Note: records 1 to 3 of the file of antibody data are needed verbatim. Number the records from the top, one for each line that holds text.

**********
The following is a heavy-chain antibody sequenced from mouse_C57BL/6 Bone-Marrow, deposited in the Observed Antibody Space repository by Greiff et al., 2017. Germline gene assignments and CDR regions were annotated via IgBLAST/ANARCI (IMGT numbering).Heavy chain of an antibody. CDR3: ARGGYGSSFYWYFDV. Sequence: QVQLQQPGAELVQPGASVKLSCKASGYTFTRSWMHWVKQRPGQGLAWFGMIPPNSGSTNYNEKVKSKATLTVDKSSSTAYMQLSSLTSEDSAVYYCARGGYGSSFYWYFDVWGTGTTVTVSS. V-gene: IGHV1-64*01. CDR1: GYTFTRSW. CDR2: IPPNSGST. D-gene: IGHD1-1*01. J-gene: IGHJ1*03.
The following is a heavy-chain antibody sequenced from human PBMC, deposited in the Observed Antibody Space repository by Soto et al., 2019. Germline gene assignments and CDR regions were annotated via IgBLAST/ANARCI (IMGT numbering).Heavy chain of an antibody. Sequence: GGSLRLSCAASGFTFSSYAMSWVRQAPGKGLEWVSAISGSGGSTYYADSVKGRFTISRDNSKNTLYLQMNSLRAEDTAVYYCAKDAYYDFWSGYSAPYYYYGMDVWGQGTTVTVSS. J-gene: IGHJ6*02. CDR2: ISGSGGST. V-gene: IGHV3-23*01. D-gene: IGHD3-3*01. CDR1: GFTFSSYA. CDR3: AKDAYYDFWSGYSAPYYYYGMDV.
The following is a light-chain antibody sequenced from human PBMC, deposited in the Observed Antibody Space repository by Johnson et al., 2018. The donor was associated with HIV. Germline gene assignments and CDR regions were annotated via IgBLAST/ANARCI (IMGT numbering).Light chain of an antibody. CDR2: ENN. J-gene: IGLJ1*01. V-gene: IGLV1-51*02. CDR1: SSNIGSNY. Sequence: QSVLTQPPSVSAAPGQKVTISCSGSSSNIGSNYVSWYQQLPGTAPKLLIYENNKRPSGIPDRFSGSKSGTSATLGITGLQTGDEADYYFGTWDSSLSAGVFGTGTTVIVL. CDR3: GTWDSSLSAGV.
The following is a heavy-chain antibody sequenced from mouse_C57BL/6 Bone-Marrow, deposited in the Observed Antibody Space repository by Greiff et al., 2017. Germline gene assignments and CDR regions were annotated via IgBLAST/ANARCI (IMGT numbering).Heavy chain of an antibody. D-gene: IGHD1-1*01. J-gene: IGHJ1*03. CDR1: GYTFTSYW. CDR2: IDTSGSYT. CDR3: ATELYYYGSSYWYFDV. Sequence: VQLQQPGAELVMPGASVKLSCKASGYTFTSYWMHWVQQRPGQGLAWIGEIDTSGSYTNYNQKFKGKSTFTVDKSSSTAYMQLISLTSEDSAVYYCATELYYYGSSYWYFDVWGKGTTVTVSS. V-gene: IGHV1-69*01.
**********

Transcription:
The following is a heavy-chain antibody sequenced from mouse_C57BL/6 Bone-Marrow, deposited in the Observed Antibody Space repository by Greiff et al., 2017. Germline gene assignments and CDR regions were annotated via IgBLAST/ANARCI (IMGT numbering).Heavy chain of an antibody. CDR3: ARGGYGSSFYWYFDV. Sequence: QVQLQQPGAELVQPGASVKLSCKASGYTFTRSWMHWVKQRPGQGLAWFGMIPPNSGSTNYNEKVKSKATLTVDKSSSTAYMQLSSLTSEDSAVYYCARGGYGSSFYWYFDVWGTGTTVTVSS. V-gene: IGHV1-64*01. CDR1: GYTFTRSW. CDR2: IPPNSGST. D-gene: IGHD1-1*01. J-gene: IGHJ1*03.
The following is a heavy-chain antibody sequenced from human PBMC, deposited in the Observed Antibody Space repository by Soto et al., 2019. Germline gene assignments and CDR regions were annotated via IgBLAST/ANARCI (IMGT numbering).Heavy chain of an antibody. Sequence: GGSLRLSCAASGFTFSSYAMSWVRQAPGKGLEWVSAISGSGGSTYYADSVKGRFTISRDNSKNTLYLQMNSLRAEDTAVYYCAKDAYYDFWSGYSAPYYYYGMDVWGQGTTVTVSS. J-gene: IGHJ6*02. CDR2: ISGSGGST. V-gene: IGHV3-23*01. D-gene: IGHD3-3*01. CDR1: GFTFSSYA. CDR3: AKDAYYDFWSGYSAPYYYYGMDV.
The following is a light-chain antibody sequenced from human PBMC, deposited in the Observed Antibody Space repository by Johnson et al., 2018. The donor was associated with HIV. Germline gene assignments and CDR regions were annotated via IgBLAST/ANARCI (IMGT numbering).Light chain of an antibody. CDR2: ENN. J-gene: IGLJ1*01. V-gene: IGLV1-51*02. CDR1: SSNIGSNY. Sequence: QSVLTQPPSVSAAPGQKVTISCSGSSSNIGSNYVSWYQQLPGTAPKLLIYENNKRPSGIPDRFSGSKSGTSATLGITGLQTGDEADYYFGTWDSSLSAGVFGTGTTVIVL. CDR3: GTWDSSLSAGV.